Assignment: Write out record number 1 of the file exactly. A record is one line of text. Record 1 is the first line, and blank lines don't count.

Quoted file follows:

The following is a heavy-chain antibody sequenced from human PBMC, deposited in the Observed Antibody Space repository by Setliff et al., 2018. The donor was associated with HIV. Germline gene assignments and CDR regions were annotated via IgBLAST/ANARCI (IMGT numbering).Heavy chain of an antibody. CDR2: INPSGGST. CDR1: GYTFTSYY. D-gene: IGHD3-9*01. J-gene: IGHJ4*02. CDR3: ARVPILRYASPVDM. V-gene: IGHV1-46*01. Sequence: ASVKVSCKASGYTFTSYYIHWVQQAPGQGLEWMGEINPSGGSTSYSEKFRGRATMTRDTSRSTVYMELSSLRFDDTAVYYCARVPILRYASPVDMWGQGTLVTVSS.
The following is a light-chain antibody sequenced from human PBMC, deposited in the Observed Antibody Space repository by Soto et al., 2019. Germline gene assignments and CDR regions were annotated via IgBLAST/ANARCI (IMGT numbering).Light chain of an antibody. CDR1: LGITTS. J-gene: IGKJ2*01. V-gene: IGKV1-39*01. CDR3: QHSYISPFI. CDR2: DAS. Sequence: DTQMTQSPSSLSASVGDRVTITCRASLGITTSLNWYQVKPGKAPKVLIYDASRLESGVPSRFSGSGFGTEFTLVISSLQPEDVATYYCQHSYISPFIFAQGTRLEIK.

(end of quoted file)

The following is a heavy-chain antibody sequenced from human PBMC, deposited in the Observed Antibody Space repository by Setliff et al., 2018. The donor was associated with HIV. Germline gene assignments and CDR regions were annotated via IgBLAST/ANARCI (IMGT numbering).Heavy chain of an antibody. CDR2: INPSGGST. CDR1: GYTFTSYY. D-gene: IGHD3-9*01. J-gene: IGHJ4*02. CDR3: ARVPILRYASPVDM. V-gene: IGHV1-46*01. Sequence: ASVKVSCKASGYTFTSYYIHWVQQAPGQGLEWMGEINPSGGSTSYSEKFRGRATMTRDTSRSTVYMELSSLRFDDTAVYYCARVPILRYASPVDMWGQGTLVTVSS.